I can see how it might be cliche -- in Pvd it was a relief from the wood paneled bars and white tables with stiff waiters. And the food was always varied, which we liked a lot. With a baby it helps to have a place a bit laid back (however cliche it might be), but we'd like to avoid sacrificing interesting food for comfortable locale. If I come up with something I'll post to let people know. For now we're pondering take-out at Nob Hill.

quirky, good, sustainable and near Nob Hill?

ate at Nob Hill Cafe tonight and had a wonderful gnocchi. Definitely a wait, but worth the ten minutes. A different couple (husband and I went alone to scope out the place) was there with infant and I'm not sure that we'll take our new parent friends there with baby --- but for small groups or couples the place is fantastic Italian with a very reasonable wine list.

quirky, good, sustainable and near Nob Hill?

quirky: our collective favorite restaurant in Providence (where we all went to grad school) is a place called Julian's (http://www.juliansprovidence.com/) where the tables are done in laquer-covered album covers, there's a t.v. in the bathroom playing billy idol videos, and all of the servers have gorgeous tattoos. They serve amazing french toast in the morning and crazy good seasonal items for dinner - including vegetarian friendly tofu creations. It's a neighborhood place with great character, its own distinct personality, and beautifully executed food. I'm beginning to worry it may be one of a kind! Thanks for the info on places where breast feeding would not be welcome, that is what I meant.

restaurants in albuquerque

As requested:
My husband and I just spent the weekend in Albuquerque guided by some posts here on Chowhound. First night we ate at Slate Street which is within walking distance of downtown/convention center. The place is lovely and we had excellent service. We chose to go with a selection of small plates - including portobella mushroom fires with a spicy ketchup (our favorite), calamari (ok), stuffed fried olives (really good but salty!), and a selection of bruschetta (very nicely done). We went back the next morning to the same place for brunch and I have to say the fruit pancakes were absolutely amazing. If you order them a la carte you can avoid the daunting task of eating five. Our second dinner was a Jennifer James 101 and we loved this meal as well. I had quail with foie gras, greens, over pecan pie and it was probably the most sinful meal I've ever had. My husband had the lamb couscous and while he was a bit surprised that the lamb was served stew style (large, very tender chunks) he thought it was well executed. We finished with a poached pear and coffee. The restaurant is very small - around 30 seats total - so reservations are important. The waitstaff was very attentive and knowledgeable, and the ambiance was great (a bit more intimate than Slate St.) If you're looking for a fun bar or coffee at three in the afternoon when everywhere else downtown has closed (!) try the Blackbird Buvette on Central -- very inexpensive drinks, a fun atmosphere, and an outdoor patio not dominated by dancing 20-year olds.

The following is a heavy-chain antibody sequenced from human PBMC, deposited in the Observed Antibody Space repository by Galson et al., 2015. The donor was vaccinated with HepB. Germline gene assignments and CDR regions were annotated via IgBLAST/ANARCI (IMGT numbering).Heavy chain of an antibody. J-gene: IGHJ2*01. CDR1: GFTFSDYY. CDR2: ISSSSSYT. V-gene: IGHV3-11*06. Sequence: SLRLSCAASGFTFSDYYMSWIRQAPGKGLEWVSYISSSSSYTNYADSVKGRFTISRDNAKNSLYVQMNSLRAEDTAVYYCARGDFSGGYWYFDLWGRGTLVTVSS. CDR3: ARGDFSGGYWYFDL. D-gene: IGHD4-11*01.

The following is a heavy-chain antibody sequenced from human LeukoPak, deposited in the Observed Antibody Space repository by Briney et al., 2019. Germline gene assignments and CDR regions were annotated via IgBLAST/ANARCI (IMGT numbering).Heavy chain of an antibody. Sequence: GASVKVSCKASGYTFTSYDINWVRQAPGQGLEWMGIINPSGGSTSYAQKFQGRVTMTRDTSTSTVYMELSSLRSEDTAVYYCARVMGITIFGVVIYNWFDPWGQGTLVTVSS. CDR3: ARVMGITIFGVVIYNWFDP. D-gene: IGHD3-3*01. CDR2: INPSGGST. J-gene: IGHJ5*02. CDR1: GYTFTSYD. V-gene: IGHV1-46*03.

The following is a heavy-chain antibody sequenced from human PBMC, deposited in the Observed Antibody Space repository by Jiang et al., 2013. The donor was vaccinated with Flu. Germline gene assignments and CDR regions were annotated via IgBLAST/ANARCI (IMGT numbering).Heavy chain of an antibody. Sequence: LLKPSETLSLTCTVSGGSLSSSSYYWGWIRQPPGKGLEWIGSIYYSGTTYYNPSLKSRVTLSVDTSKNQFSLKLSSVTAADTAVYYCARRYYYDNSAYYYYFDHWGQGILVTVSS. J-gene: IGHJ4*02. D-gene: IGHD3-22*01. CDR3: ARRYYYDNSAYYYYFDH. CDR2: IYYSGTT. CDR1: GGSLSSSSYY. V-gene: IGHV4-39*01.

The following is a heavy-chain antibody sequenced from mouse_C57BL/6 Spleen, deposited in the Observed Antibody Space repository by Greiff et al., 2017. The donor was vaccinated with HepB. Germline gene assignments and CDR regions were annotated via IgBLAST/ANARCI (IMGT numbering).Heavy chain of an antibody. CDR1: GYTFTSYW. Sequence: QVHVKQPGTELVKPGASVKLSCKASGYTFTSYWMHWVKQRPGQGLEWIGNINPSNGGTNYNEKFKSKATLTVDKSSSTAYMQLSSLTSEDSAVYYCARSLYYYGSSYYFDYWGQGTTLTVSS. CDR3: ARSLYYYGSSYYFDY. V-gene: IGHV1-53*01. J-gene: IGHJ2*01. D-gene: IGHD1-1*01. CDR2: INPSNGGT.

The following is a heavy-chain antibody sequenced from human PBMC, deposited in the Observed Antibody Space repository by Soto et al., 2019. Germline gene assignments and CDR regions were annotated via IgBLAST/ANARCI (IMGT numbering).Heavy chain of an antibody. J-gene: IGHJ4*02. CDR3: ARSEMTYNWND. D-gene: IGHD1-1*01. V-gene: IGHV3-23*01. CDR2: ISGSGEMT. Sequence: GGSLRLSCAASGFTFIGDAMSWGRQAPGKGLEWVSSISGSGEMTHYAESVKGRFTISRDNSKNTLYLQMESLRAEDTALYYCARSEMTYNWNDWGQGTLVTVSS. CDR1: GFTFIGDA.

Dec 20, 2008
jwernimo in Southwest

quirky, good, sustainable and near Nob Hill?

unfortunately without a car seat we can't cab it but my husband and I will have several nights on our own and we'll check out Chez Spencer -thanks!

Anyone have any ideas about things accessible via the trolly?

quirky, good, sustainable and near Nob Hill?

thanks for the recommendation - these both look interesting. And we're definitely ok with hoffing it five blocks. I'll let you know how it goes!

quirky, good, sustainable and near Nob Hill?

We will be in town for a conference at the end of the month and meeting friends who have a new small child. We all love good food, especially food that emphasizes local, sustainable, or seasonal cooking/harvesting models. While we might on other occasions go the fine dining route, our friends will be bringing their infant with them. He's lovely and quiet, but we also want to make sure that her feeding her child fits ok with the vibe of the place. We would like to be within walking distance to the Fairmont on Nob Hill.

Many thanks in advance

restaurants in albuquerque

I posted over on another albuquerque thread but we just ate at Slate St. and Jennifer James 101 and enjoyed both a great deal. Slate Street is also open for breakfast/brunch

Oct 22, 2008
jwernimo in Southwest

Albuquerque -- my comments

My husband and I just spent the weekend in Albuquerque guided by some posts here on Chowhound. First night we ate at Slate Street which is within walking distance of downtown/convention center. The place is lovely and we had excellent service. We chose to go with a selection of small plates - including portobella mushroom fires with a spicy ketchup (our favorite), calamari (ok), stuffed fried olives (really good but salty!), and a selection of bruschetta (very nicely done). We went back the next morning to the same place for brunch and I have to say the fruit pancakes were absolutely amazing. If you order them a la carte you can avoid the daunting task of eating five. Our second dinner was a Jennifer James 101 and we loved this meal as well. I had quail with foie gras, greens, over pecan pie and it was probably the most sinful meal I've ever had. My husband had the lamb couscous and while he was a bit surprised that the lamb was served stew style (large, very tender chunks) he thought it was well executed. We finished with a poached pear and coffee. The restaurant is very small - around 30 seats total - so reservations are important. The waitstaff was very attentive and knowledgeable, and the ambiance was great (a bit more intimate than Slate St.) If you're looking for a fun bar or coffee at three in the afternoon when everywhere else downtown has closed (!) try the Blackbird Buvette on Central -- very inexpensive drinks, a fun atmosphere, and an outdoor patio not dominated by dancing 20-year olds.

Oct 22, 2008
jwernimo in Southwest